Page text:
The SA Branch of the Statistical Society of Australia held its branch meeting and AGM on March 25 2020. Outgoing President Shahid Ullah presented the annual report for 2019-20 calendar year. Murthy Mittinty was elected as President for the new council, along with Vice President Barbara Toson. Aarti Gulyani remains as Secretary, Paul Sutcliff as Treasurer and Wendy Li as the Young Statistician representative. Other council members elected were existing members Kylie Lange, Helena Oakley and Lan Kelly.

    Shahid Ullah presented the results of an online survey of members’ and non-members’ feedback about past and future  activities such as meetings, workshops, networking and memberships. The survey was conducted during the month of March before the AGM via an email to everyone on the SA Branch mailing list. Of 24 responses, 71% of respondents were full members and 28% of these had been for more than 10 years. 12.5% were not current members but had been in the past and 8.3% had never been members. 67% of respondents were employed at a university or academic institution, while 21% were employed outside these areas. The remainder were students or retired.

    The primary reason for joining SSA was networking (74%,) followed by training events such as conferences/workshops/seminars (39%). 79% of respondents had attended some or all of the meetings in the past year, mainly because they were interested in the seminar content. The main reason for not attending the branch meeting was due to other commitments (76%).

    Regarding future content of the meetings, applied statistics (83%) and data visualization (61%) were the most popular. And despite the survey having been designed before face to face meetings were cancelled due to COVID-19, 83% said they would consider attending meetings by Zoom!

    Lan Kelly

  • 14 Apr 2020 11:56 AM | Marie-Louise Rankin (Administrator)

    The Statistical Society of Australia is pleased to offer the new membership option of Perpetual Member. If you are 50 years or older you can pay a one-off fee of 15 times the current full membership (currently 15 × $250 = $3,750) and then never have to pay again.

    For the next 12 months, members over 55 years old who have been a member for at least 10 years can pay a one-off reduced membership of 10 × $250 = $2,500 for those aged 55 to 60 years, and 5 × $250 = $1,250 for those aged 60 years or over.

    We chose not to call this a “Life Membership” because we did not want it to be confused with the title of “Honorary Life Member” which is awarded to those members who provide outstanding service to the discipline of Statistics.

    We hope some of you will take up this option to reduce your paperwork and support the Society!

    To take advantage of this offer just log into your membership account, and where it gives your membership level click on "change" and the new options will come up. During the upgrade-process you'll be asked to upload proof of your age to confirm your eligibility.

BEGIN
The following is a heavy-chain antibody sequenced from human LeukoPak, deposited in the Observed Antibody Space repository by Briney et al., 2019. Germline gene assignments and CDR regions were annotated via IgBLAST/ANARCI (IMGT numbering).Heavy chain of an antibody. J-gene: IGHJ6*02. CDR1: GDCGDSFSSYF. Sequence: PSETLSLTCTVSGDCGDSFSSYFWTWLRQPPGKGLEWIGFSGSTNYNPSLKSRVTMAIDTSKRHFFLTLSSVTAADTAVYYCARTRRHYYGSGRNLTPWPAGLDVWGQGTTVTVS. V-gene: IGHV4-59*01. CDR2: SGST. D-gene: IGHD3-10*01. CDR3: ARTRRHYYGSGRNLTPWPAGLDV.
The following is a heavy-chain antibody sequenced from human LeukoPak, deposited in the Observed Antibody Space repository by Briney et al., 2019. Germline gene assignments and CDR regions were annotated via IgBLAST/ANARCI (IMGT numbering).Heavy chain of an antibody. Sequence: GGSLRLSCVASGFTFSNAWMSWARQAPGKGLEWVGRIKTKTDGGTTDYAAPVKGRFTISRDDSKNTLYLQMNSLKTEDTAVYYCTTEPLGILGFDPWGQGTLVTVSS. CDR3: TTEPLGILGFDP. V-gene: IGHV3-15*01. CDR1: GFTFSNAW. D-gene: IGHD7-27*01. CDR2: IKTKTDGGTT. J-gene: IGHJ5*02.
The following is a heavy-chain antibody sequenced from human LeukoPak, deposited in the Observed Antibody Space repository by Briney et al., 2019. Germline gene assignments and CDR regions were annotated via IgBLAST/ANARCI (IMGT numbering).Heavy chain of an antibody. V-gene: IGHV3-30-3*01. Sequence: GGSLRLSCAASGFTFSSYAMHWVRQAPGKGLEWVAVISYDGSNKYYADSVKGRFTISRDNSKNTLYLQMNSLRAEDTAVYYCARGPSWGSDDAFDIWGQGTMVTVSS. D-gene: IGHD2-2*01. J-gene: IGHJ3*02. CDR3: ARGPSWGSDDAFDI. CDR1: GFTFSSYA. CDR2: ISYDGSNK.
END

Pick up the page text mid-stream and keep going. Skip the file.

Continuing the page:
Members upgrading to this membership type who are AStat accredited or who want to subscribe to "Significance" will be invoiced annually for these extra items.

  • 6 Apr 2020 12:41 PM | Marie-Louise Rankin (Administrator)

    On the 31st of March we held our Annual General Meeting and Public Lecture by the Former Australian Statistician, Dennis Trewin AO FASSA. Due to the backdrop of the COVID-19 pandemic, both events were held online via Zoom, where both sessions were conducted successfully without technical hitches.  

    The AGM was well received by the 30 members of the Victorian SSA who attended. A general review of the previous year was provided and our plans for the future were discussed. Most importantly, the services of outgoing council members Geoff Adams, Luke Prendergast, Jess Kasza, Julie Simpson, and Georgia Tsambos, who have all dutifully served the branch, were recognised. For 2020, the members have elected Emi Tanaka as the Vice-President, and have elected as council members: Ben Harrap, Patrick Robotham, Rheanna Mainzer, Elizabeth Korevaar, Daniel Fryer, Lidija Turkovic, Kohleth Chia, and Hien Nguyen. 

    The Public Lecture was well attended, with 58 people logging into the session. Dennis spoke eloquently and with authority on his work regarding the construction and calculation of well-being indices. In particular, he gave a broad introduction to the history of indexation and critiqued the current prevailing state-of-the-art of such methodologies. A review of the Measures of Australia's Progress (MAP) report series by the ABS was provided as well as an introduction to the ongoing Australian National Development Index (ANDI) project. He also provided a comprehensive comparison of Australia's approach, in comparison to those of other nations, such as New Zealand and the OECD. Although the talk was largely non-technical and general, Dennis was also open to answering specific questions by the audience regarding the methodology. The audience was particularly interested in the specifics of regarding the computation, interpretation, and construction of the indices that were discussed.

    Hien Nguyen (Twitter: @tresbienhien)

  • 2 Apr 2020 10:46 AM | Marie-Louise Rankin (Administrator)

    Looking to stay up to date on developments in health care technology around the world? The American Statistical Association is sponsoring “The Pod of Asclepius”, a new podcast where data scientists, statisticians, engineers, and regulatory experts discuss the technical challenges in their healthcare domain.

    We have over 20 episodes published and
    available on YouTube, Podbean, iTunes, Stitcher, Podchaser, Tune In Radio, and Google Play.

    Looking for a good place to start? Check out the following episode links:

    You can catch up on all episodes on our YouTube playlists for Season 0 and Season 1.

    The easiest way to catch new episodes is to subscribe via our channels….